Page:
Dam if you do, dam if you don’t

Hydropower in the Mekong

by Pei Ying Loh

Hydropower is the most significant development on the Mekong since the Vietnam War. A clean and renewable source of energy, hydropower is a convenient solution to the region’s growing need for industrialisation. Unfortunately, it has also become a major threat to the river’s longevity and sustainability. Why is this so, and how did it happen? Using a series of maps, we seek to understand the Mekong’s past, and the implications of these developments for its future.

About the Mekong
Mekong: river of life

Fishing activity along the Mekong.

Hydropower in the Mekong
Regional cooperation and international politics
China's expansion
Battery of Southeast Asia
Development at what cost, and at whose expense?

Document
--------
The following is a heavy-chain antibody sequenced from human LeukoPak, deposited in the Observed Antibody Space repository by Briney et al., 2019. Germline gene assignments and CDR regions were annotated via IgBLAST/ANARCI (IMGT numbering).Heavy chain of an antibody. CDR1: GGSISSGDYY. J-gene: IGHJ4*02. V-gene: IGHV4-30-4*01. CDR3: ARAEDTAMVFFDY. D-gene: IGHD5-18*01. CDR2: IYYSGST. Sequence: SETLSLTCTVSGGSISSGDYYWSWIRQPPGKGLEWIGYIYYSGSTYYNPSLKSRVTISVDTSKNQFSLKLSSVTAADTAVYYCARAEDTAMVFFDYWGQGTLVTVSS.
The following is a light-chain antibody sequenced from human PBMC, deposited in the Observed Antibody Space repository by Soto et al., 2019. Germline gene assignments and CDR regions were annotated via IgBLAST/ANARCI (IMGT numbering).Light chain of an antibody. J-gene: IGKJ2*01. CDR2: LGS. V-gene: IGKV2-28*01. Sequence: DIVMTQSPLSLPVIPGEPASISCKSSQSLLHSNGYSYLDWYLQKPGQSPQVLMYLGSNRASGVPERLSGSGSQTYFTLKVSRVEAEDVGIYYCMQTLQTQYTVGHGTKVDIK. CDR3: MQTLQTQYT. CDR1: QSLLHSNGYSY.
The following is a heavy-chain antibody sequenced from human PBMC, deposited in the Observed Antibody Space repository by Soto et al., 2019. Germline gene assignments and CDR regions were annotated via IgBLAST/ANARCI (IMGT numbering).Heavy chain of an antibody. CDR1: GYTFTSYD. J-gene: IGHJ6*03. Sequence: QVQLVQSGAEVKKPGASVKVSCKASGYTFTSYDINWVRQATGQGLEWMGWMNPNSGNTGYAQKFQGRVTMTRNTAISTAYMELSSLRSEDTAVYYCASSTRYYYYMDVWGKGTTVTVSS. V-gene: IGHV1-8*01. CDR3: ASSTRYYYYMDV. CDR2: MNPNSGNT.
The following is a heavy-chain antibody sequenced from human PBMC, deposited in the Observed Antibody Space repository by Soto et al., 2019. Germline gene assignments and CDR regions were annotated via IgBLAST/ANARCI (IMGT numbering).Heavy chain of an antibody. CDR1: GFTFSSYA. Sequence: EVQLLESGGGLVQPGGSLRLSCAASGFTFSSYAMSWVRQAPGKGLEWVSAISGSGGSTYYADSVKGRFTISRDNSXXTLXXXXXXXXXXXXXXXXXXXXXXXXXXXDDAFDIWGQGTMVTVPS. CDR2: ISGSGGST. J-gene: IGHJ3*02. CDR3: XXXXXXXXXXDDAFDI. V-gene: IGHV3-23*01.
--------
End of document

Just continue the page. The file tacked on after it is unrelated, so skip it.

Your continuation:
What's in the Mekong's future?
Disclaimer: Our stories have been researched and fact-checked to the best of our abilities. Should you spot mistakes, inaccuracies, or have queries about our sources, please drop us an e-mail at hello@kontinentalist.com
Pei Ying Loh / Head and Co-Founder

Pei Ying wears many hats in Kontinentalist. She leads the company in achieving its overall business and editorial goals, making strategic business development plans, and managing partnerships. Her background and passion for history is the driving force behind many of her stories, which delve into cultural and historical contexts. In her free time, she is likely tending to her veggie garden, cooking, or cuddling her two fat cats.

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